Sir Roger Manners (1575-1632) was a younger son of Sir John Manners of Haddon Hall, Derbyshire, and a grandson of an Earl of Rutland. He was born at Haddon Hall about 1575. While his brother inherited that estate, Roger acquired the recently purchased manor of Whitwell, the mansion which his father re-built for him. He probably resided at the property from a fairly early age and it became his on his father’s death in 1611. His mother, Dorothy Vernon, died when he was a child.

In 1594 Roger studied law at the Middle Temple in London; it is one of the Inns of Court where lawyers are trained. Although he probably had no intention of practicing law, a legal education would be useful later in estate management and for duties as a Justice of the Peace. It would be of interest to know if he saw any of Shakespeare’s plays, prominent in the city theatres in the 1590s; Romeo and Juliet perhaps.

His monument’s emphasis on military prowess raises the question whether he was in the muster which his father gathered to repulse the Spaniards had they landed in 1588. Even at 13 years old, it is possible he was there. In the 1590s he may have served in the military expeditions to Brittany and Ireland. What is certainly true is that he settled down to the life of a country gentleman and a person of note in this part of Derbyshire.

Then followed a crisis in the Manners family. In 1601 his cousin, the young and headstrong Earl of Rutland, got involved in the rebellion of Robert Devereux, Earl of Essex, against the aged Elizabeth I. Although he had been her favourite, Essex paid for his folly with his life and Rutland was lucky to escape the block.

When a parliament was called that same year, the family persuaded Roger to become an MP for the Manners’ pocket borough of East Retford, Which the earl controlled. Maybe Roger was to ‘fly the flag’ in the capital and bluff it out for a family in deep disgrace. He may not have enjoyed the experience, since it was his only spell in Westminster. It was the queen’s last parliament, when she made her famous ‘Golden’ speech, concluding with, “Though you have had and may have many princes more mighty and wise sitting in this seat, yet you never had nor shall have any that will be more careful and loving”. Only about half the MPs heard her, but Roger may have been instructed to attend since the queen would have wanted the Manners family to know that she was very much alive and well.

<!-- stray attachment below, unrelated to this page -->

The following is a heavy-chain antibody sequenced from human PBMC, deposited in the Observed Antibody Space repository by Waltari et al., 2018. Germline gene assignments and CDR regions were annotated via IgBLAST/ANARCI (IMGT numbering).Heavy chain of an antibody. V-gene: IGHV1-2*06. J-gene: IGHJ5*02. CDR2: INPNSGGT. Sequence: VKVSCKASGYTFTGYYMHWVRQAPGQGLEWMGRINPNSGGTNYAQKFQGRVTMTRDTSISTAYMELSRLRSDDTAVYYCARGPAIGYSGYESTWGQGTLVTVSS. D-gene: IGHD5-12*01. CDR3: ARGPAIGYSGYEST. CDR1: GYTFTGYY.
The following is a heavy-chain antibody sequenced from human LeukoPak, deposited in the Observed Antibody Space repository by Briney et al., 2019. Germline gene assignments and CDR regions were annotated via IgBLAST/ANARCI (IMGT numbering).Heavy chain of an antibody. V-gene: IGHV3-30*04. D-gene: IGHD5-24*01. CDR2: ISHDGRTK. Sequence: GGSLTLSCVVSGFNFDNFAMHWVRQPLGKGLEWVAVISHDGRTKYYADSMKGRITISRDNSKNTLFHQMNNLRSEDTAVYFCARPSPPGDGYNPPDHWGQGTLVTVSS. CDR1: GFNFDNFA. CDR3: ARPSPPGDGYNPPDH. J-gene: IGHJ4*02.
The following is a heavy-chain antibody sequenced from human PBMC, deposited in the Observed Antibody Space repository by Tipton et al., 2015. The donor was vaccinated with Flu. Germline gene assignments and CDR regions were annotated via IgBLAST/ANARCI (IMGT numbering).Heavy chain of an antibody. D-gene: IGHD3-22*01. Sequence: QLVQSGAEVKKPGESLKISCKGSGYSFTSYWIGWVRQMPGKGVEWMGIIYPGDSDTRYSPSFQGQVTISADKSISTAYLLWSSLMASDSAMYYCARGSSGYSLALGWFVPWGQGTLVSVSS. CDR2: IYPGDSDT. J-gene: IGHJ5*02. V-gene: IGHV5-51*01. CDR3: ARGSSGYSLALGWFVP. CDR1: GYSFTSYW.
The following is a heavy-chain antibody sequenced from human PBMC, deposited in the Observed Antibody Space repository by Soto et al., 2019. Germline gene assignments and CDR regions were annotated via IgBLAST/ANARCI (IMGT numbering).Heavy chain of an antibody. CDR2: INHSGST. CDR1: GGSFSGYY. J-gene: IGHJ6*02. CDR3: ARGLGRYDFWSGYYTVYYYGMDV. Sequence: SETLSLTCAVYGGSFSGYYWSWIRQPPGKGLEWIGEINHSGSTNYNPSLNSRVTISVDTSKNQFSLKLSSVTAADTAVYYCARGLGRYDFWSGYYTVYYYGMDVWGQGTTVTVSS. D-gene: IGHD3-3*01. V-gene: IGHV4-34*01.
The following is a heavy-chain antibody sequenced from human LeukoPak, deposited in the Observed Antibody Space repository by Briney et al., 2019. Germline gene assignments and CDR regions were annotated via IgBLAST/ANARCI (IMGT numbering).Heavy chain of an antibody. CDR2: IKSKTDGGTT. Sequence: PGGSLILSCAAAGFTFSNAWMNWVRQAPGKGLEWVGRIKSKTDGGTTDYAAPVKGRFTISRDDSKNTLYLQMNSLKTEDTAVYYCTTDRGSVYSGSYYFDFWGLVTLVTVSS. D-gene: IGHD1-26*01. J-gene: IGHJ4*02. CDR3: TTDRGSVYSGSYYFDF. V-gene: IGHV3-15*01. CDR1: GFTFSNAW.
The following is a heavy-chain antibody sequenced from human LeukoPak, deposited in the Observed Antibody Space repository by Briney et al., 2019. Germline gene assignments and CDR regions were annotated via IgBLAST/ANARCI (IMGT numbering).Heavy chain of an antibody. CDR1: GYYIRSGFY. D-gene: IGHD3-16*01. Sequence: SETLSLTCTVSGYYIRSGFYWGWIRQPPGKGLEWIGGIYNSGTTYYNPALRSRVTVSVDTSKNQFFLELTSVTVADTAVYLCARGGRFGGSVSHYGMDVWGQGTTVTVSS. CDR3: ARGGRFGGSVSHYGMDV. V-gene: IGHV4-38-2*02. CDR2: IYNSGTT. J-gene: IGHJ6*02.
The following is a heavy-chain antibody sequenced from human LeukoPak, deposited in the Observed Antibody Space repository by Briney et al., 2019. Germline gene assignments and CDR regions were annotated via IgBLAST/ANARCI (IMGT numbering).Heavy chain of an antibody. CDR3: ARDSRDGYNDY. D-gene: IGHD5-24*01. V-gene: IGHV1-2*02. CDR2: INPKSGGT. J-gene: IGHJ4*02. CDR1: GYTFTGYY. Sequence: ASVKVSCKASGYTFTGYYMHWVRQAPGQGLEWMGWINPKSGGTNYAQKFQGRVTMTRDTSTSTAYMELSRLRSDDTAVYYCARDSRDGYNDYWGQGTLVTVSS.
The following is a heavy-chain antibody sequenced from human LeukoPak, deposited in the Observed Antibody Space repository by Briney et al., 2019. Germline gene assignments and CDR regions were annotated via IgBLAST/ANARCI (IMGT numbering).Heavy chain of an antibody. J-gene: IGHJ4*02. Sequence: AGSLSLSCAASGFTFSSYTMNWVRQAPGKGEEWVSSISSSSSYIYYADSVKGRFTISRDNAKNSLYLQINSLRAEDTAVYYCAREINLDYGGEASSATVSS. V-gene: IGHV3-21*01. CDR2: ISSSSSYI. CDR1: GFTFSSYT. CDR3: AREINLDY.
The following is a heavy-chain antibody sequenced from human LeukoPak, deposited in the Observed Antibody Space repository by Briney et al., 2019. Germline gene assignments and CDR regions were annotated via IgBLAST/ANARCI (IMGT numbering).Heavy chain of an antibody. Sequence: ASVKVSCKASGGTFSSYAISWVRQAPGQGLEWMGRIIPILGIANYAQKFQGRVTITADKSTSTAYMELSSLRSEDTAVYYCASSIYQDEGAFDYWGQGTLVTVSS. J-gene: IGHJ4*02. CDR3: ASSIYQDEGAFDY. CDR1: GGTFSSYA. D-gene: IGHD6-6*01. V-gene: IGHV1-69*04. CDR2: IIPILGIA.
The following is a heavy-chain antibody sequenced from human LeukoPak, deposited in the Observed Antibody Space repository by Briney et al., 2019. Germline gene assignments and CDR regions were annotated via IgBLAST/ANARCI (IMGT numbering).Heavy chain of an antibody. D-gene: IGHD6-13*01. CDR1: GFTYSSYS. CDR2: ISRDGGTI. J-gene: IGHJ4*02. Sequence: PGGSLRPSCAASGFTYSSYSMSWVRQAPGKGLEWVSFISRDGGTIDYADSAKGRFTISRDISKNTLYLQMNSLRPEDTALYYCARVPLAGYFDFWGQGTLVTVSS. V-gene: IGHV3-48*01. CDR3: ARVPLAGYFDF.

Roger was a bachelor, was active in county affairs and was knighted by King James I in 1615. In 1618-19 he was High Sheriff of Derbyshire and it is clear that the king had no unease over his loyalty. As patron of the St Lawrence living he appointed Tobias Waterhouse rector in 1612. When the latter left the parish in 1627, it may have been over a dispute with his patron.

Sir Roger Manners died of wounds in Whitwell Manor aged about 57 following, so it is said, a skirmish between 2 groups of armed retainers on Whitwell Common. This might have been a boundary dispute with a Barlborough landowner or, what is just as likely, over Charles I’s arbitrary military taxes collected by the Cavendish Earl of Newcastle, Bolsover and Welbeck. The estate passed through the Manner’s cousins to the Dukes of Rutland.

Sir Roger asked to be buried in Whitwell church with as “small funeral pomp as may be, having respect to my birth and calling”.

The Manners tomb on the west wall of the North Transept, composed of Chellaston marble, is notable for Sir Roger’s recumbent effigy in armour. The visor on the helmet is known to be very unusual, even rare for the 1630s when the figure was carved. The carvings on the plinths at the base of the columns refer to military matters and those on the sides would appear to be places connected with his life, such as parliament, a temple (eastern) for the Inner Temple, a church with a spire (Lichfield or Bakewell?) and a fortified dwelling (Haddon or Belvoir?).

The cryptic verse on his monument suggests a Renaissance man; a eulogy to a military knight with a love of learning and study. To what does ‘true fabrique’ refer? Was he a crypto catholic (his cousin, the earl, was openly one, though the family generally remained protestant in subsequent generations) or was he strongly anti-puritan?

  • A living academic was this knight
  • Divinity, the arts, the tongs, what might
  • In learned schooles exactly be profest
  • Tooke up theire lodgings in his noble brest
  • Till death, like church despoilers, did pull down
  • Manners true fabrique and the arts renowne